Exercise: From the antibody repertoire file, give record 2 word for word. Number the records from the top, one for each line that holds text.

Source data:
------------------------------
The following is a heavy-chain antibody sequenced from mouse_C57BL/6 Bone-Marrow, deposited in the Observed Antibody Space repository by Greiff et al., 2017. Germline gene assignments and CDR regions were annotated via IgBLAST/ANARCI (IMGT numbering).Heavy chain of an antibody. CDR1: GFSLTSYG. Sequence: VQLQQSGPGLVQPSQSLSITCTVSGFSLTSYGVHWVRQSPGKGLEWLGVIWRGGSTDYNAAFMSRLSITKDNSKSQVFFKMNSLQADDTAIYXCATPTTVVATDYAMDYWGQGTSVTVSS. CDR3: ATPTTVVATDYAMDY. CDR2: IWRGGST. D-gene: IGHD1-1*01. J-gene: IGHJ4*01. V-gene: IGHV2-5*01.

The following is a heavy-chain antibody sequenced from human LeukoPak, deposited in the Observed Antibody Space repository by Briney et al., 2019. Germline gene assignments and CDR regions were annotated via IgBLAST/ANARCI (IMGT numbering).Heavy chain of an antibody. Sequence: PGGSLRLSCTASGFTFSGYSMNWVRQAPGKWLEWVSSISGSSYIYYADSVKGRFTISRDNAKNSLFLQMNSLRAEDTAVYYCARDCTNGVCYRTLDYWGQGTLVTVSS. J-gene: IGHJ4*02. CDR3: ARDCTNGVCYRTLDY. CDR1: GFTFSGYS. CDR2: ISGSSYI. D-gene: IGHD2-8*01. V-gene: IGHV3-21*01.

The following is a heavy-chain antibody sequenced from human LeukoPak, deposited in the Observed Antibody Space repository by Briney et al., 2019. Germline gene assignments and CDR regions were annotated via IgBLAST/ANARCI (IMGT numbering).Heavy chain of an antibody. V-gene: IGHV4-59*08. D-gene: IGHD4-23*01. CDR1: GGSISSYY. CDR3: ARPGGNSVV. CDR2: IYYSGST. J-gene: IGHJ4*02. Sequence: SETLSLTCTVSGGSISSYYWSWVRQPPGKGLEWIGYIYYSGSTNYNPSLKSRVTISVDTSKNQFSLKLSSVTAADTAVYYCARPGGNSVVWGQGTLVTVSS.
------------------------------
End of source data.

The following is a heavy-chain antibody sequenced from human LeukoPak, deposited in the Observed Antibody Space repository by Briney et al., 2019. Germline gene assignments and CDR regions were annotated via IgBLAST/ANARCI (IMGT numbering).Heavy chain of an antibody. Sequence: PGGSLRLSCTASGFTFSGYSMNWVRQAPGKWLEWVSSISGSSYIYYADSVKGRFTISRDNAKNSLFLQMNSLRAEDTAVYYCARDCTNGVCYRTLDYWGQGTLVTVSS. J-gene: IGHJ4*02. CDR3: ARDCTNGVCYRTLDY. CDR1: GFTFSGYS. CDR2: ISGSSYI. D-gene: IGHD2-8*01. V-gene: IGHV3-21*01.